Working in the transportation industry you have surely heard of comcheks. But just starting out it may be a bit confusing to figure out how a COMCHEK™ works and why companies use them. A COMCHEK is a form of payment most frequently used by freight brokers to pay contract carriers, and they work in a similar way to a regular check but with some differences.
A payer (shipper or a broker) that has an account with COMDATA, issues COMCHEKs to drivers for services rendered or as a fuel advance and they do so in a form of an Express Code for a predetermined amount. The Express Codes vary in length, usually from 14 to 18 digits in length, but will always be just numbers not letters.
Once the payee (trucking company) receives their express codes they have several options to redeem their money. Comcheks can be cashed at truck stops or any bank as long as Comchek blank is present.
When depositing directly into the bank, the payee must call the toll free phone number provided by COMDATA to get authorization for that Express Code. The payee cannot cash the COMCHEK until he has called Comdata to get an authorization number, not doing so will cause the check to bounce and cause you to incur insufficient funds fees by your bank. Once COMCHEK blank is filled out it can be used a regular check and even cashed with no fees. Talk to your bank for additional assistance processing COMCHEKs.
COMCHEKs can be cashed at truck stops when buying fuel, however some locations will charge a processing fee if you are not buying any fuel there. Look into GoComchek for locations that accept COMCHEKs.
COMCHEK Phone Number: (800) 266-3282
Trucking companies can also look into making their own accounts with COMDATA to issue COMCHEKs for their drivers. It provides a convenience and flexibility to monitor driver spending. With the COMDATA account a trucking company has the option to issue cards to their drivers that work similarly to an ATM.
When compared to credit cards, transaction fees for COMCHEKs are much lower. Depending on the account and volume, fees may be as low as $4 per $1000. COMDATA charges a flat fee for COMCHEKs and prices per $1000, meaning it costs the same to issue a $20 COMCHEK as it would for $1000. It is not uncommon for some brokers to mark up the cost of COMCHEKs, most common being $10/$1000 but in some cases as high as $40 for a single COMCHEK.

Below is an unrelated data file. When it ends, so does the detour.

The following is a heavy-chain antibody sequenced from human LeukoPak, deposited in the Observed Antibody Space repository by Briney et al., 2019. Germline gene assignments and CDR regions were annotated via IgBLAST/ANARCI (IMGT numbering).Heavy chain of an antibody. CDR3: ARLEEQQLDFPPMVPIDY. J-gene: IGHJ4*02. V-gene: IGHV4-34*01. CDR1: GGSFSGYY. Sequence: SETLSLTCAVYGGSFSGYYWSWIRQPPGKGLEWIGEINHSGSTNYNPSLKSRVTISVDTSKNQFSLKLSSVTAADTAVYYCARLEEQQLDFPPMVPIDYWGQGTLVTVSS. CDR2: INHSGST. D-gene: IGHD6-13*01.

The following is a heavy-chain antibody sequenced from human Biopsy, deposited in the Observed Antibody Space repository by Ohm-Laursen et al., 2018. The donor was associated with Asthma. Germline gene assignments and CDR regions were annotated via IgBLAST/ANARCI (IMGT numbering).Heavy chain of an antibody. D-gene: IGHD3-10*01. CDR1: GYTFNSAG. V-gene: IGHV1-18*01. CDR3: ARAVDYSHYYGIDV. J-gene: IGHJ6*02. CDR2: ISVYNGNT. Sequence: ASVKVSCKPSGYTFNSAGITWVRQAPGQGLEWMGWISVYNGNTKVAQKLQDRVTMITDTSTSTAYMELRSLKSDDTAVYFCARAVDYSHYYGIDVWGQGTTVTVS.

Pro’s and Con’s of COMCHEKs:
- Comcheks allow truck drivers freedom from carrying large amounts of cash on hand.
- Comcheks enable to get payment faster and improve cash flow while on the road.
- Comcheks usually have a processing fee. Fees increase with higher payment amounts.
- Drivers can get a Comdata account and can deposit their payments into that account as well.
Some of Your Questions About COMCHEKs:
Can you stop payment on a Comchek?
No! Once a comchek is cashed or is deposited to a bank with an authorization number the issuer cannot stop payment on it.
How do I get a comchek?
If you do not already have an account with Comdata – you can call their toll free number and speak with customer service. You can “purchase” a comchek with a credit card but fees will apply.
How long is a typical express code?
Express codes can vary in length, most are are 14 or 18 digits long with no letters.
What does "P" or "L" Fees Mean When Creating a Code?
“P” – means you want the comchek fee added from the final amount
“L” – means you want the comchek fee subtracted from the final amount
example: $1000 comchek with “P” – means that $1004 will be deducted from the account holder – but $1000 will be given to the recipient. $1000 comchek with “L” means that $1000 will be deducted from the account holder – but $996 will be given to the recipient
How is COMCHEK different from a T-Chek?
T-Chek is a competing product to Comchek and is issued by EFS. They work in a similar manner as comcheks. Learn more about T-Cheks here.
So is it COMCHECK or COMCHEK?
These 2 terms are used interchangeably but Comdata corporation holds the trademark to COMCHEK since 1974. Per the US Patent and Trademark Office, COMCHEK is for “ISSUING CHECKS AND AUTHENTICATING THE CASHING OF SUCH CHECKS BY TELEPHONE CONFIRMATION TO PARTICIPATING PARTIES ”